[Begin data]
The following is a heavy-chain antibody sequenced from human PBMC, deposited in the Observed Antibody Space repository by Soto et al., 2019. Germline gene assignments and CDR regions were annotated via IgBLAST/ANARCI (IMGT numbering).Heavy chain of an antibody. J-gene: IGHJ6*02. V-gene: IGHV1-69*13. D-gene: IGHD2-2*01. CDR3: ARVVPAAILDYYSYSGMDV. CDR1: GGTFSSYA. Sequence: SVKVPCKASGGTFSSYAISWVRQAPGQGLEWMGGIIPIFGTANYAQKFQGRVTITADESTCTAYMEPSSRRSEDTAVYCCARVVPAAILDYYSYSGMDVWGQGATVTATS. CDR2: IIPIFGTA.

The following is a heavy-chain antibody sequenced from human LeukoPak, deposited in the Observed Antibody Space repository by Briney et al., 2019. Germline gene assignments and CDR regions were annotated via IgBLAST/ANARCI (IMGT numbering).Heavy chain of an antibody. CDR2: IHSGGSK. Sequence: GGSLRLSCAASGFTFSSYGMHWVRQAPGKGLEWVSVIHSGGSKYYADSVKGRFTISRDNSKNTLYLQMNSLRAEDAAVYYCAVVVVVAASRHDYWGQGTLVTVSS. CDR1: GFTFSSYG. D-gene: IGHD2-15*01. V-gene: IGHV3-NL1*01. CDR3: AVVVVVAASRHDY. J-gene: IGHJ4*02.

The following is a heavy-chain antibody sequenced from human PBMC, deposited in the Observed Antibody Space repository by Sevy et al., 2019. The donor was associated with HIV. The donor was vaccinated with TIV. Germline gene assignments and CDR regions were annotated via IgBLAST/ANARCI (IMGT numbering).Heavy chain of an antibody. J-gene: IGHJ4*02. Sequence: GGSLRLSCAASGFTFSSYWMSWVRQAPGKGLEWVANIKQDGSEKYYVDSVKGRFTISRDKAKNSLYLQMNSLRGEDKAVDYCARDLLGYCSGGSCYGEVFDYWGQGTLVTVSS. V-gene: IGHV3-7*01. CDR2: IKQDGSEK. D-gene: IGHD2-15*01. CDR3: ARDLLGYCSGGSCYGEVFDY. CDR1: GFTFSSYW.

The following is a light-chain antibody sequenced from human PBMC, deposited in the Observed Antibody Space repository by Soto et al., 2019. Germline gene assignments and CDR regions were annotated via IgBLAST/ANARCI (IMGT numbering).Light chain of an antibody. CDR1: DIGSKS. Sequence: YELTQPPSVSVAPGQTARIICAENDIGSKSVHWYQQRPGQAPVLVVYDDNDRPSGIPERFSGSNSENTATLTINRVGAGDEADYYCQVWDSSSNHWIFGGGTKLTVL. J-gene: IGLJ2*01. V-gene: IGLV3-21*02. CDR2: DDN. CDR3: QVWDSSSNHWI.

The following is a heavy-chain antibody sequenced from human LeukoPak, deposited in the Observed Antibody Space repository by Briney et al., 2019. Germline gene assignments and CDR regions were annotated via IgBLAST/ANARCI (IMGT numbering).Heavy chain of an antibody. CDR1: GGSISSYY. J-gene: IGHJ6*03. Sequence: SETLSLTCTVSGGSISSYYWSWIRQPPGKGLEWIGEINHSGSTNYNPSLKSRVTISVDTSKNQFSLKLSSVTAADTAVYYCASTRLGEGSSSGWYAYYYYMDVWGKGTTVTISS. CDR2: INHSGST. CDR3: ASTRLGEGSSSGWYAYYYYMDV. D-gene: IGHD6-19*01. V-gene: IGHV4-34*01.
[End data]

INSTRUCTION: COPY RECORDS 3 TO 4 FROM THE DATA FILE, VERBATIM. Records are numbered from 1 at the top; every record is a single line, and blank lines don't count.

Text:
The following is a heavy-chain antibody sequenced from human PBMC, deposited in the Observed Antibody Space repository by Sevy et al., 2019. The donor was associated with HIV. The donor was vaccinated with TIV. Germline gene assignments and CDR regions were annotated via IgBLAST/ANARCI (IMGT numbering).Heavy chain of an antibody. J-gene: IGHJ4*02. Sequence: GGSLRLSCAASGFTFSSYWMSWVRQAPGKGLEWVANIKQDGSEKYYVDSVKGRFTISRDKAKNSLYLQMNSLRGEDKAVDYCARDLLGYCSGGSCYGEVFDYWGQGTLVTVSS. V-gene: IGHV3-7*01. CDR2: IKQDGSEK. D-gene: IGHD2-15*01. CDR3: ARDLLGYCSGGSCYGEVFDY. CDR1: GFTFSSYW.

The following is a light-chain antibody sequenced from human PBMC, deposited in the Observed Antibody Space repository by Soto et al., 2019. Germline gene assignments and CDR regions were annotated via IgBLAST/ANARCI (IMGT numbering).Light chain of an antibody. CDR1: DIGSKS. Sequence: YELTQPPSVSVAPGQTARIICAENDIGSKSVHWYQQRPGQAPVLVVYDDNDRPSGIPERFSGSNSENTATLTINRVGAGDEADYYCQVWDSSSNHWIFGGGTKLTVL. J-gene: IGLJ2*01. V-gene: IGLV3-21*02. CDR2: DDN. CDR3: QVWDSSSNHWI.